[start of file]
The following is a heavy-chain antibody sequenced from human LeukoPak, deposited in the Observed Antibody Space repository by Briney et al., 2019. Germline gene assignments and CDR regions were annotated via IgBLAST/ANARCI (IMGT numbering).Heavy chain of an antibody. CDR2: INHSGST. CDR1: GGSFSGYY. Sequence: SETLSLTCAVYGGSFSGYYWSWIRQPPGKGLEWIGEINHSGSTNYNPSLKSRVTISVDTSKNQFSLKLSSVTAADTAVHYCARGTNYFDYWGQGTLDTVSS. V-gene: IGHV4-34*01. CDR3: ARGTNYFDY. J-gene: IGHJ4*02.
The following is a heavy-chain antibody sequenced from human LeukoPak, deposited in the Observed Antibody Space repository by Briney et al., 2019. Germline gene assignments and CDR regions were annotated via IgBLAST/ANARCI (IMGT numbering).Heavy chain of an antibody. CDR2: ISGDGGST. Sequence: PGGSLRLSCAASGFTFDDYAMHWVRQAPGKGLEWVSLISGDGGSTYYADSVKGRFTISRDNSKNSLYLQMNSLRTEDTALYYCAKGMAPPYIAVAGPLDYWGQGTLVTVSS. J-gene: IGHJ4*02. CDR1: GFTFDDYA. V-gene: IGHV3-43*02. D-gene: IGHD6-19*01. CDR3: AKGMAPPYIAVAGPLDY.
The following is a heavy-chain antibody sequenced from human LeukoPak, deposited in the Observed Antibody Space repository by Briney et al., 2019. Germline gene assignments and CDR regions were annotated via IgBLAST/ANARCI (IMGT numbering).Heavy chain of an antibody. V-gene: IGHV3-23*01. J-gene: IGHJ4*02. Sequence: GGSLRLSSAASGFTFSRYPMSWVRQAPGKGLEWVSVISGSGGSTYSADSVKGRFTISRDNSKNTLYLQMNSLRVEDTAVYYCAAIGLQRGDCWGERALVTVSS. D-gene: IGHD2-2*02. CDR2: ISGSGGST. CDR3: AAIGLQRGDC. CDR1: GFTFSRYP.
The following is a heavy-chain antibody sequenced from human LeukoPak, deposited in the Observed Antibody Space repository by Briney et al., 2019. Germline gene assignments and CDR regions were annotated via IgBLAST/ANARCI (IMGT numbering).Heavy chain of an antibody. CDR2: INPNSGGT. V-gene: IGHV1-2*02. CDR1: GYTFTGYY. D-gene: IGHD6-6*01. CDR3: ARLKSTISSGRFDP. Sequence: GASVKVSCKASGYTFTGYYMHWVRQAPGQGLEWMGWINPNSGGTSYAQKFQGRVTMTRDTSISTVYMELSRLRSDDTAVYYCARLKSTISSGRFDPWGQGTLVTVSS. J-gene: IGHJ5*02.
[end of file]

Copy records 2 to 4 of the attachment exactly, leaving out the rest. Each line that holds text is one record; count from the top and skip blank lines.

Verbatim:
The following is a heavy-chain antibody sequenced from human LeukoPak, deposited in the Observed Antibody Space repository by Briney et al., 2019. Germline gene assignments and CDR regions were annotated via IgBLAST/ANARCI (IMGT numbering).Heavy chain of an antibody. CDR2: ISGDGGST. Sequence: PGGSLRLSCAASGFTFDDYAMHWVRQAPGKGLEWVSLISGDGGSTYYADSVKGRFTISRDNSKNSLYLQMNSLRTEDTALYYCAKGMAPPYIAVAGPLDYWGQGTLVTVSS. J-gene: IGHJ4*02. CDR1: GFTFDDYA. V-gene: IGHV3-43*02. D-gene: IGHD6-19*01. CDR3: AKGMAPPYIAVAGPLDY.
The following is a heavy-chain antibody sequenced from human LeukoPak, deposited in the Observed Antibody Space repository by Briney et al., 2019. Germline gene assignments and CDR regions were annotated via IgBLAST/ANARCI (IMGT numbering).Heavy chain of an antibody. V-gene: IGHV3-23*01. J-gene: IGHJ4*02. Sequence: GGSLRLSSAASGFTFSRYPMSWVRQAPGKGLEWVSVISGSGGSTYSADSVKGRFTISRDNSKNTLYLQMNSLRVEDTAVYYCAAIGLQRGDCWGERALVTVSS. D-gene: IGHD2-2*02. CDR2: ISGSGGST. CDR3: AAIGLQRGDC. CDR1: GFTFSRYP.
The following is a heavy-chain antibody sequenced from human LeukoPak, deposited in the Observed Antibody Space repository by Briney et al., 2019. Germline gene assignments and CDR regions were annotated via IgBLAST/ANARCI (IMGT numbering).Heavy chain of an antibody. CDR2: INPNSGGT. V-gene: IGHV1-2*02. CDR1: GYTFTGYY. D-gene: IGHD6-6*01. CDR3: ARLKSTISSGRFDP. Sequence: GASVKVSCKASGYTFTGYYMHWVRQAPGQGLEWMGWINPNSGGTSYAQKFQGRVTMTRDTSISTVYMELSRLRSDDTAVYYCARLKSTISSGRFDPWGQGTLVTVSS. J-gene: IGHJ5*02.